It is an offence to disturb any buried human remains without first obtaining the necessary lawful permissions. This applies to both full coffin burials and burial of cremated remains.
Reasons for exhuming a body
You can only ask for an exhumation:
- to move a body the original grave to a family plot bought after the interment
- to repatriate the body overseas for burial to with other family members
- to transfer a body from a cemetery scheduled for development to another
- where there is a court order requiring further forensic examination
You need to get a licence from the Department of Constitutional Affairs to exhume a body or cremated remains.
If the body is in consecrated grounds, you will need to get permission from the church and pay any fees.
Decency and safety
An Environmental Health Officer must be present at the exhumation. They will supervise the event to maintain and protect public health including:
- maintaining the health and safety of all workers through the use of protective clothing, task lights and all other necessary equipment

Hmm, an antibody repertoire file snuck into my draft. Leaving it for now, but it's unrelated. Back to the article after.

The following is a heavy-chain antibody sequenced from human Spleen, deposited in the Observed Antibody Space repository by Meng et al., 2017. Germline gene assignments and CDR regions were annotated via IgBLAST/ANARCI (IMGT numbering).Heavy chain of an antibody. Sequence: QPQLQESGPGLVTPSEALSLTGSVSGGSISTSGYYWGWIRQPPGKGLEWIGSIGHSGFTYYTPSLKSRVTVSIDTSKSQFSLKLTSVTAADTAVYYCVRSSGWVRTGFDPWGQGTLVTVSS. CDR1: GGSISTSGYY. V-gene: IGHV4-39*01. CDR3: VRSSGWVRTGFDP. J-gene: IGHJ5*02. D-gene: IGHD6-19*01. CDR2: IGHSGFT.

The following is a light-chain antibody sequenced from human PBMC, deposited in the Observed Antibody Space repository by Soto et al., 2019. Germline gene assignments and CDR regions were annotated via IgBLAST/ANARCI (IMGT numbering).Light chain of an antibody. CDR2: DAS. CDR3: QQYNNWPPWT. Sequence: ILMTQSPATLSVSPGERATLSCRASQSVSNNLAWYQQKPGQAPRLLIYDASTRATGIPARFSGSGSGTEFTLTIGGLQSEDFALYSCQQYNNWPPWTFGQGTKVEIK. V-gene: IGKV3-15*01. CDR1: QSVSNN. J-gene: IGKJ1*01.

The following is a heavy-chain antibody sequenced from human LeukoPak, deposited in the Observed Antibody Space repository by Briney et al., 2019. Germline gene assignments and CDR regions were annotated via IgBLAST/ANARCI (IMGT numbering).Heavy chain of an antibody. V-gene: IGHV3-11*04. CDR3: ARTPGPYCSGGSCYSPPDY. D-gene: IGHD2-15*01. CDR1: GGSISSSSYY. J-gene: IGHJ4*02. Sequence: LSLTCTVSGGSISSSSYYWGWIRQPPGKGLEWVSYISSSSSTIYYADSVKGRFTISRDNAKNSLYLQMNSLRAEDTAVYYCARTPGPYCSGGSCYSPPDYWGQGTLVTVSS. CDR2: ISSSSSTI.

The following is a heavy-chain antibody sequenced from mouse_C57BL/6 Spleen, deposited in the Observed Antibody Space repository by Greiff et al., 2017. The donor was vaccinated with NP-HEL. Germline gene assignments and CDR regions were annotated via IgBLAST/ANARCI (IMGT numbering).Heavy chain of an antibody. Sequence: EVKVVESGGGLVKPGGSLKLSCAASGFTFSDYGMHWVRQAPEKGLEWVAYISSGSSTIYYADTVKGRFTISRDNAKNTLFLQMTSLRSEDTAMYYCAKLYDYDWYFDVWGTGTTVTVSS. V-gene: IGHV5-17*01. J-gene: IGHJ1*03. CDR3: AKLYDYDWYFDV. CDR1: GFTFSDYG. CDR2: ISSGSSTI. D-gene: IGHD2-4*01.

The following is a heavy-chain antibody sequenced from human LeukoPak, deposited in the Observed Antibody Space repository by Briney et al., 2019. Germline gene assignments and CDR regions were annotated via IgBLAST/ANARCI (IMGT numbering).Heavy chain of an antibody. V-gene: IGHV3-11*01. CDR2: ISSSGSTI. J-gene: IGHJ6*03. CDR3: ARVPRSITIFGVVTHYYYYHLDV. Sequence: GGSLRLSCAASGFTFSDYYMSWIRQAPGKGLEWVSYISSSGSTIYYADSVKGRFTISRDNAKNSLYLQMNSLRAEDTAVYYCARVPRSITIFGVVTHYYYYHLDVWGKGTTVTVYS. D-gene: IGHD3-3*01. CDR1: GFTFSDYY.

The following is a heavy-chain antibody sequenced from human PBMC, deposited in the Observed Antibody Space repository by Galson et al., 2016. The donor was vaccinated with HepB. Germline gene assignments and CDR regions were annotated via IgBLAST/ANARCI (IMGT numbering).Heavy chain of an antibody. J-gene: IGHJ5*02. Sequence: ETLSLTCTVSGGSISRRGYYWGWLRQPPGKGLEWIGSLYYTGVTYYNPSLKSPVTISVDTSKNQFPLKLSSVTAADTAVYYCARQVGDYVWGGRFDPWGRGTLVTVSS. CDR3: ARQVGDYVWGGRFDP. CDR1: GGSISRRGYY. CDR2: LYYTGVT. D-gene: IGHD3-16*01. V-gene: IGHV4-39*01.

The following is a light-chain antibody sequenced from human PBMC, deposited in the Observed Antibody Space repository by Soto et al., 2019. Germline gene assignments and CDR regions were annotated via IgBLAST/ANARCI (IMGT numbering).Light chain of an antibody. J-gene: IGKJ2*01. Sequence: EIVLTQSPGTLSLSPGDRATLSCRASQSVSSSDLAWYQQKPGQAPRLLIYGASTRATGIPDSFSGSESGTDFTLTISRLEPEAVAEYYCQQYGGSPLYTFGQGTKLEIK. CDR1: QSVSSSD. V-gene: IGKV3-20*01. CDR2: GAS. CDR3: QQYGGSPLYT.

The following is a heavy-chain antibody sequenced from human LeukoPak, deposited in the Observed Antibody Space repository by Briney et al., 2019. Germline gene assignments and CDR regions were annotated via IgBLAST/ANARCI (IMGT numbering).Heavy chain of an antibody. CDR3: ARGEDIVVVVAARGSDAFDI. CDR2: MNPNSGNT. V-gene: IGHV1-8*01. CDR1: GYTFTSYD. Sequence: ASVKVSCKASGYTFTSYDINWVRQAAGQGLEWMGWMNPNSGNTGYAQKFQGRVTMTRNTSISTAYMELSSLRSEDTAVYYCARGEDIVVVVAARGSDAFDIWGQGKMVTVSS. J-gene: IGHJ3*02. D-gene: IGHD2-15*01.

- checking the transfer of all human remains and all the pieces of casket to the new the new casket
- making sure the new casket is appropriate
- checking the seal on the new casket
- supervising the disinfecting of the area of exhumation
The Environmental Health Officer will also oversee the process:
- starting the exhumation as early as possible in the morning to maintain privacy
- making sure the exhumation is for the correct grave
- checking the nameplate on the casket matches the one on the licence
- making sure screening is in place to maintain privacy
- making sure everyone present shows due respect to the deceased person and to adjoining graves
- checking the onward transport arrangements for the remains
If the conditions of the licence cannot be met, or there are public health or decency concerns, the exhumation will not take place.